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I have approximately 900 applications running on the server where each one points to a folder that contains content that is about 215MB in size.

When I noticed that my server's hard drive was almost full, I did a scan with WinDirStat and found the C:\Windows\Microsoft.NET\Framework64\v4.0.30319\Temporary ASP.NET Files folder to be 300gb in size.

In the base of that folder, I have one folder for each application I have, which is normal I imagine. However, under this I have many folders that look to be different hashes:

\Temporary ASP.NET Files
    \myapplication1
        \11482199
        \5c2d65f6
        \ ... (10 more)
    \myapplication2
        \f7e1646c
        \ ... (4 more)

When I inspect the various folders some look to be from years back.

My typical workflow when I deploy a new version is I create a new folder with the web files, and then I will point an existing IIS application to the new folder. I am wondering if that is what is causing my artifacts above.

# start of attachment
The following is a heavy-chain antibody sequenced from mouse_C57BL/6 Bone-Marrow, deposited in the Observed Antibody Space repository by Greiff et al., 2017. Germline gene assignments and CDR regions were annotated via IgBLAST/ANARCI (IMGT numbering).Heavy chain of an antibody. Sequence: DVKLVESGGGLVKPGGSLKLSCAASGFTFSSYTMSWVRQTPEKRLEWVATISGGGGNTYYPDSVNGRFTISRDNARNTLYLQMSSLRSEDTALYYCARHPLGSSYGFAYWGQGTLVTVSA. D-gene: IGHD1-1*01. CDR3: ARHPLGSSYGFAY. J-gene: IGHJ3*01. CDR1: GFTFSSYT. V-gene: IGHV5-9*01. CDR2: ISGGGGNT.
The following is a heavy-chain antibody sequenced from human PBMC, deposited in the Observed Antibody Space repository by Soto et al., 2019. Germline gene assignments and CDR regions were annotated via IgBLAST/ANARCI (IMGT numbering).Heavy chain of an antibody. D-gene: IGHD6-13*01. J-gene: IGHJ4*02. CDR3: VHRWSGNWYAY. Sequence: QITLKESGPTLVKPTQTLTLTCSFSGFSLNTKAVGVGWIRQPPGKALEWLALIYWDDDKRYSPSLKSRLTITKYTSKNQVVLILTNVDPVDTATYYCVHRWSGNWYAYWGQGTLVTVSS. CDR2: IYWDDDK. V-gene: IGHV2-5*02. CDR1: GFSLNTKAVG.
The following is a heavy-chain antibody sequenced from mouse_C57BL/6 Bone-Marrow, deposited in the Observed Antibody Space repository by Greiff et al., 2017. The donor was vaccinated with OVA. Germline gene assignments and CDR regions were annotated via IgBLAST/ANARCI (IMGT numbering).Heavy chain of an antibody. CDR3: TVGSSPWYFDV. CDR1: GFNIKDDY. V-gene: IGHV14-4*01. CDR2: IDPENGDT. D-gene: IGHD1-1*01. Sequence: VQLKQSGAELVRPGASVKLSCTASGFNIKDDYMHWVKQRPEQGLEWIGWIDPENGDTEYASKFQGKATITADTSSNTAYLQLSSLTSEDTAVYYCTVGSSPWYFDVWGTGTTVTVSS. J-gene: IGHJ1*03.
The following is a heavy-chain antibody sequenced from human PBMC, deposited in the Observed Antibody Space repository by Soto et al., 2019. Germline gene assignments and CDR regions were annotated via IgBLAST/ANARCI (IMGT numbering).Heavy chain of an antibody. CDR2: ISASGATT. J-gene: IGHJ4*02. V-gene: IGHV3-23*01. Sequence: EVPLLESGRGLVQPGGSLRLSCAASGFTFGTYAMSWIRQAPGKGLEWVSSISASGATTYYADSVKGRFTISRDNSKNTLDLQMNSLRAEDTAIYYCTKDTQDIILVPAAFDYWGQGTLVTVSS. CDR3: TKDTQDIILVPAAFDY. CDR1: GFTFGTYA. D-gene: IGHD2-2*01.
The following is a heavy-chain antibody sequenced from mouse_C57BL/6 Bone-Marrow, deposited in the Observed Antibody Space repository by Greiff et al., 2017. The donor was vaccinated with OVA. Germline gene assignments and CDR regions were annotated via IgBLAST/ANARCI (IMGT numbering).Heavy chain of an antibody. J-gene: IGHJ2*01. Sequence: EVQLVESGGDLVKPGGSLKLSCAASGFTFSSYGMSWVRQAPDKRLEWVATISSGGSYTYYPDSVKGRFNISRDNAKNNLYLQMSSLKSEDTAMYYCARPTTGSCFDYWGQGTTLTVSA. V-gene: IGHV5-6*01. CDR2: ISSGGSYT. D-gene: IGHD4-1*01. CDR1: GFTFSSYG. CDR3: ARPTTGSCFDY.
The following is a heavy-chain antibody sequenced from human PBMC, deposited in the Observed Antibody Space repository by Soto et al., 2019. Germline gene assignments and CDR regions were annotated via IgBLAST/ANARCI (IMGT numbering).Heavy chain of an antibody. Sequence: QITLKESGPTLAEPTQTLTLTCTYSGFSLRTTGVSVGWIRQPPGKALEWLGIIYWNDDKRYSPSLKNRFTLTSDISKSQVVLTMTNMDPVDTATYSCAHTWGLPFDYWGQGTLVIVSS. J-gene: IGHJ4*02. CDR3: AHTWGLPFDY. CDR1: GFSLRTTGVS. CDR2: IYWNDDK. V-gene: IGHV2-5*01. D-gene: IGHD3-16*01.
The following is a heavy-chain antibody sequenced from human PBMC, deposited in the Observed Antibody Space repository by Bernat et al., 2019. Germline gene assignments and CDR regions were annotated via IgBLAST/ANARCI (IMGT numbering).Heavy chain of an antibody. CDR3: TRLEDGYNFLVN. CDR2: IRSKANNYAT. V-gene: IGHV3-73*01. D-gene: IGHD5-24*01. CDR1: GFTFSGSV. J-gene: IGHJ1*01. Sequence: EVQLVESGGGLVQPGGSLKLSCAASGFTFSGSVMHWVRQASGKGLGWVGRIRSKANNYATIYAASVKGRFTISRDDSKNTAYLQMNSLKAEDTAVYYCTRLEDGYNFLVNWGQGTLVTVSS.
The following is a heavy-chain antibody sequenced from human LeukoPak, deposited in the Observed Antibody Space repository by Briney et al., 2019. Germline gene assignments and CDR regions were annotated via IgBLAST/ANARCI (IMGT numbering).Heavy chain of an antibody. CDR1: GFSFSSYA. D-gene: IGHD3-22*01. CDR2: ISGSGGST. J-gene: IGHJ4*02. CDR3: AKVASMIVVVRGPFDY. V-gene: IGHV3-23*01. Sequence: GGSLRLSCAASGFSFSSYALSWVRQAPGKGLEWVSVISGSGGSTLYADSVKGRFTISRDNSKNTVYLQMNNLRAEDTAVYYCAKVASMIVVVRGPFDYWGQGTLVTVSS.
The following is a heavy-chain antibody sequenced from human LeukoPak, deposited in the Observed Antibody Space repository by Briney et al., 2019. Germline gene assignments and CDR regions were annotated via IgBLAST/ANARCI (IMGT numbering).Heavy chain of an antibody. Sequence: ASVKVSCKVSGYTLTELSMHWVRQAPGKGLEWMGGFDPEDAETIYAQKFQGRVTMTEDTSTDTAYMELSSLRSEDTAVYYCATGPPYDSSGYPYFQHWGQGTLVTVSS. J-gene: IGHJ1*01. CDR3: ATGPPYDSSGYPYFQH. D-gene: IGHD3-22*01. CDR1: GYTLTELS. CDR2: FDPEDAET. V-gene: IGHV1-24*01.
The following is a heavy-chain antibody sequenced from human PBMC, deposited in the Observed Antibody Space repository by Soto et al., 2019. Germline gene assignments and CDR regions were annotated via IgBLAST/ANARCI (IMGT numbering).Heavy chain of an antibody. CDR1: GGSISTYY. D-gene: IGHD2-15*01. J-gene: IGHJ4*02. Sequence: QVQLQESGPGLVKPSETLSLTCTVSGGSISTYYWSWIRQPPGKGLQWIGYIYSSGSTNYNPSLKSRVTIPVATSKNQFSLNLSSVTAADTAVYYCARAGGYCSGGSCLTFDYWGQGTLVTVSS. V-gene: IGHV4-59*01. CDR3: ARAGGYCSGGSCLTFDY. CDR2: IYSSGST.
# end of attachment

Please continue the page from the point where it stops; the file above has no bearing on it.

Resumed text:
Currently to mitigate the issue I am deleting the older files manually, I can also create a script to do so, but to me it seems to be a fragile solution to something that shouldn't even be a problem to begin with.

Why is my temporary ASP.NET folder growing wildly? It seems ASP.NET is not managing it properly. Is there an expectation that I should be monitoring this (even though it's in the Windows folder)?

  • 1
    The software I am hosting is leveraging ASP.NET dynamic compilation. I'm not sure that 'leveraging' is an accurate description, but you crystallized one of the main reasons why pre-compiling is useful. – Greg Askew Jul 29 '16 at 15:33
  • Sorry @GregAskew I used the wrong terminology, my MVC views are compiled dynamically, my applications binaries are pre-compiled by our build server. I have updated the question to remove this. – Alex Denysenko Jul 29 '16 at 15:40
  • Given the large number of applications and some of data is old, I'm not seeing this as a problem. You could probably implement a one-line computer startup script that clears out the folder on each restart to prevent the accumulation. – Greg Askew Jul 30 '16 at 15:06

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